Netflix and its revolutionary use of Big Data
When Netflix forayed into original programming by committing $100 million for two seasons of House of Cards, it did so without even watching the pilot. What made Netflix so confident that it thought this decision was a no-brainer?
Netflix is, at its core, a data-driven company that diligently collects information from its 50 million-plus subscribers at an extraordinary speed. Netflix made the House of Cards decision by identifying that subscribers who watched the original British version of House of Cards were very likely to watch movies starring Kevin Spacey or directed by David Fincher
The series was a huge hit and has been renewed for a third season. Here’s the question though: is this the future? Did Netflix just get lucky? Or were they right in banking on big data?
The new approach to picking TV shows
Let’s take a look at how TV shows are traditionally approved. Networks receive hundreds of pitches from writers and producers. The networks then request scripts for a few of these and then order 20 to 30 pilots. Once the pilots are produced, they are presented to executives and sometimes focus groups to predict how successful the show might be. From that, networks approve a handful.
What is the success rate for the shows that see the light of day? Despite such an exhaustive process, only about one show out of three is renewed for a second season, according to publicly available data from 2009-2012.
Netflix, which is a new entrant into original programming, has licensed five original series to date. Four of them, including House of Cards, have been renewed for subsequent seasons whereas the jury is still out on the most recent one, Turbo Fast, an animated show for kids which has only recently finished its first season.
That still gives Netflix an 80 percent success rate (at the very minimum) with original programming, compared to the 30 to 40 percent success rate for networks. These shows have primarily been picked by running data mining and other algorithms against the vast user behavior data available to determine the size of the possible audience and thereby the likelihood of success.
More Big Data at Netflix
For Netflix, big data doesn’t stop here. Not only does it use the data to identify what shows to commit to, but it can now take additional steps to ensure that the show reaches the right audience.
For example, Netflix made ten different versions of the trailer for House of Cards geared towards different audiences. Fans of Kevin Spacey watched trailers that were focused on him while people who liked female-oriented movies saw trailers that highlighted the women in the show.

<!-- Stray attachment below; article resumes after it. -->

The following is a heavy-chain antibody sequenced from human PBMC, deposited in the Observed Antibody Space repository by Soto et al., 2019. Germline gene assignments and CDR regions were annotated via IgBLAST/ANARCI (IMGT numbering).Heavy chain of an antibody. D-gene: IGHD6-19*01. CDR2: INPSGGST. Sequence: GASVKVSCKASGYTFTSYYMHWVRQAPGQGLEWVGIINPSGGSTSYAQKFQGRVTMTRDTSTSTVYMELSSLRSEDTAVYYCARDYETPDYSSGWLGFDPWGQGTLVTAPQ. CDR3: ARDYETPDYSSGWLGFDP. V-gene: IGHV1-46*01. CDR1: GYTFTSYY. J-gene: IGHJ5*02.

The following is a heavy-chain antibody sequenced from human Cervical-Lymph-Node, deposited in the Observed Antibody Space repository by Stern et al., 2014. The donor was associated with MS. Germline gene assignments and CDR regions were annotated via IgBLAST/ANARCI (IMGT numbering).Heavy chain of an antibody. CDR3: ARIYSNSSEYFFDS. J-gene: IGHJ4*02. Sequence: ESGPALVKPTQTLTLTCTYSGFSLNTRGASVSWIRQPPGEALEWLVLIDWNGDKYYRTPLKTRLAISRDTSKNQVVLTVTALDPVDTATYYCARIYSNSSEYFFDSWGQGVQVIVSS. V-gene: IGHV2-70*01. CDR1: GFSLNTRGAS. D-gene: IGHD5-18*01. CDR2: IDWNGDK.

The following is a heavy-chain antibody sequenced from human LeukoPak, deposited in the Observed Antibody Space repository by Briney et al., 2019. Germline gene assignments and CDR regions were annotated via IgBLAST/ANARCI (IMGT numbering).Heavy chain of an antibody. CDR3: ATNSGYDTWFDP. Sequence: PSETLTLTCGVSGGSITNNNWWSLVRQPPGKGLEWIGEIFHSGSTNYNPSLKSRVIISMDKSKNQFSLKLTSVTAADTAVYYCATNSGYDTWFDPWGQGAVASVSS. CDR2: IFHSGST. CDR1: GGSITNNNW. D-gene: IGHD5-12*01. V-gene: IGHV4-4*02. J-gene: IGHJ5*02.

In addition, Netflix uses its recommendation engine to promote new content to its subscribers. The recommendation engine uses a complex algorithm that has been built and fine-tuned around the rich stash of behavioral data that Netflix has collected. This cross-promotion of products enables Netflix to cut down on its marketing costs, especially with original content.
Netflix collects a lot of data to understand how its users behave and what their preferences are. It collects metrics including what people watch, when they watch, where they watch, what devices they use, ratings, searches, when users pause or stop watching, etc.
Netflix derives meaningful insights from all of this data to personalize and enhance the user’s experience on the platform. This allows the company to provide a unique experience for every individual subscriber, specifically tuned to their tastes and preferences.
There is concern that such data-driven programming could impact quality and diversity, as directors could sacrifice creativity and instead tailor their shows solely based on what the data shows is the right thing to do.
Also, most of us might have seen that Netflix’s data is not perfect. For example, Netflix thinks that I would like Portlandia based on my interest in The Office, but that is not the case. However, there is no denying the impact that big data can have and Netflix is radically transforming the broadcasting industry with big data.